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Comment "...Um, International standards" (Score 1) 698

I once (many years ago) found myself in the same room with the manager responsible for Apple's peripherals, including keyboards. I asked (actually, begged) him to get rid of the stupid Caps Lock key. All he did was mumble something about "international standards" required for big corporate/government sales. So maybe the solution is to get corporations & governments to change their keyboard requirements. (Yeah, good luck with that...). In the mean time, every major OS has a tool or setting to make Caps lock control. Once you set that up, you don't even notice it any more.

Submission + - Are Bug Bounties the Right Solution for Improving Security? ( writes: Coding Horror's Jeff Atwood is questioning if the current practice of paying researchers bounties for the software vulnerabilities they find is really improving over-all security. He notes how the Heartbleed bug serves as a counter example to "Linus's Law" that "Given enough eyeballs, all bugs are shallow".

...If you want to find bugs in your code, in your website, in your app, you do it the old fashioned way: by paying for them. You buy the eyeballs.

While I applaud any effort to make things more secure, and I completely agree that security is a battle we should be fighting on multiple fronts, both commercial and non-commercial, I am uneasy about some aspects of paying for bugs becoming the new normal. What are we incentivizing, exactly?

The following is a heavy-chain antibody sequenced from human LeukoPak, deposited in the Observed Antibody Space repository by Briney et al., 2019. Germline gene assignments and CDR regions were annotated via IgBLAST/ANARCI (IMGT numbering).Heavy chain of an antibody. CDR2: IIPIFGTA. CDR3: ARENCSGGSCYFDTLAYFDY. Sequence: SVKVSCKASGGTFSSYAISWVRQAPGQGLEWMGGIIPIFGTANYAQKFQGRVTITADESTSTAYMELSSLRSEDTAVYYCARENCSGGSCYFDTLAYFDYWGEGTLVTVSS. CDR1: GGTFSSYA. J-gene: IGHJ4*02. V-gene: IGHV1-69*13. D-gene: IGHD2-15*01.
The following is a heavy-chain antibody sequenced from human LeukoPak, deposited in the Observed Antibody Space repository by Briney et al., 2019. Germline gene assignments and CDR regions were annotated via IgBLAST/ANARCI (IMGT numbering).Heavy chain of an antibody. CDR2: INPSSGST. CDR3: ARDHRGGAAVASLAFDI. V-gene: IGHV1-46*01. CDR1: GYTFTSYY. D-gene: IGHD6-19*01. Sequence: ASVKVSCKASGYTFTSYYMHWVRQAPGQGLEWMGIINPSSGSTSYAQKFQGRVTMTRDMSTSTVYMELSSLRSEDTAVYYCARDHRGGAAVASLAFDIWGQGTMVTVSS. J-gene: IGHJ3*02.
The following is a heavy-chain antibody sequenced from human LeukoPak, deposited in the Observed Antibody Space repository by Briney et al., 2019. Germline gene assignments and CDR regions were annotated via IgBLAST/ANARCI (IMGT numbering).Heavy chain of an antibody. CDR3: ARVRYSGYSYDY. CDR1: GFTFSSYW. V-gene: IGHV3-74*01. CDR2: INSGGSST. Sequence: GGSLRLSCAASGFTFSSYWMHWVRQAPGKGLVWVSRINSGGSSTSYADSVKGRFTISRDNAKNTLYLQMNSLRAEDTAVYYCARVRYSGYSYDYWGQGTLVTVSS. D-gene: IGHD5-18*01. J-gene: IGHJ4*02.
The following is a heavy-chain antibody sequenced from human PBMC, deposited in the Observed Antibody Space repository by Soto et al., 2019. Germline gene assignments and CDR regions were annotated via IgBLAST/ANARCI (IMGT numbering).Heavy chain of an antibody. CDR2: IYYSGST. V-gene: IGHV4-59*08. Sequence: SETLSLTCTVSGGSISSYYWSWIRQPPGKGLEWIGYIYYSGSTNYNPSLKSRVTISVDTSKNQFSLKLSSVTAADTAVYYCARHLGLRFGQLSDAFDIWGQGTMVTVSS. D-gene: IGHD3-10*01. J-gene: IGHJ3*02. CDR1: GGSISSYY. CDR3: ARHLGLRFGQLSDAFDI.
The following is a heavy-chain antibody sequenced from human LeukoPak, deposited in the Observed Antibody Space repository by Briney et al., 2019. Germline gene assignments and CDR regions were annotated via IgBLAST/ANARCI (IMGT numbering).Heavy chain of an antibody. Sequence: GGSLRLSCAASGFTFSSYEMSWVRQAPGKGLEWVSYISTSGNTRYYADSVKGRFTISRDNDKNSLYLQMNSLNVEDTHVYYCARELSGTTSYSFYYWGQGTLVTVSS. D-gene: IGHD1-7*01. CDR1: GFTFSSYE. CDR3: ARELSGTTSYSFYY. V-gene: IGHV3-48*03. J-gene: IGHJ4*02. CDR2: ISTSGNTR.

Comment NSF Young Investigator Awards (Score 1) 153

Back when I was in school (1980's), the NSF recognized this problem and had a special grant ("NSF Young Investigator Award") that would issue small to medium sized grants to faculty under a certain age. I took a quick spin on Google, couldn't tell if the program (or something similar) still exists. Even though the grants weren't large, it enabled junior faculty to get a "Principle Investigator" line on their CV, hopefully enabling future funding.

Comment Re:I just don't get it (Score 4, Interesting) 229

+1. Our kids' middle school also jumped on the iPad bandwagon. For the most part, the kids hated it. The iPads didn't displace any textbooks, so it was 2 lbs of extra deadweight in their backpacks (tablet+mandatory case & keyboard). It was a source of stress, because on the rare occasions they were actually used in class, you got marked down if your iPad wasn't charged. Assignments still had be printed out and turned in on paper, so a separate PC/Mac was still required. The tablets were supposedly locked down to prevent loading games, etc. but tech-savvy students usually found work-arounds. And some of the edu-ware screw-ups were truly appalling - like the "spelling test" app that didn't disable the iOS dictionary feature. Fortunately, the high-school principals are saner. Quote one: "No, I won't bring tech like tablets into the school just because it's new shiny. It really has to fulfill a serious purpose or solve real problems". Amen.

Comment Take the money and run (Score 2, Interesting) 54

When the settlement was first announced (works out to $1-2K/defendant) I sent a complaint about the small amount to the generic email address at the plaintiff's law firm. Much to my surprise, one of the lawyers on the case contacted me back. He pointed out the defendant's legal budgets are essentially infinite, and they are more than willing to fight the case to the supreme court. Once you get there, a victory by the plaintiffs are not assured. Remember, these are the guys who handed down Citizen's United. Do you want a new TV now, or a very(!) small chance to get a new car 5-10 years from now? That's what it comes down to.

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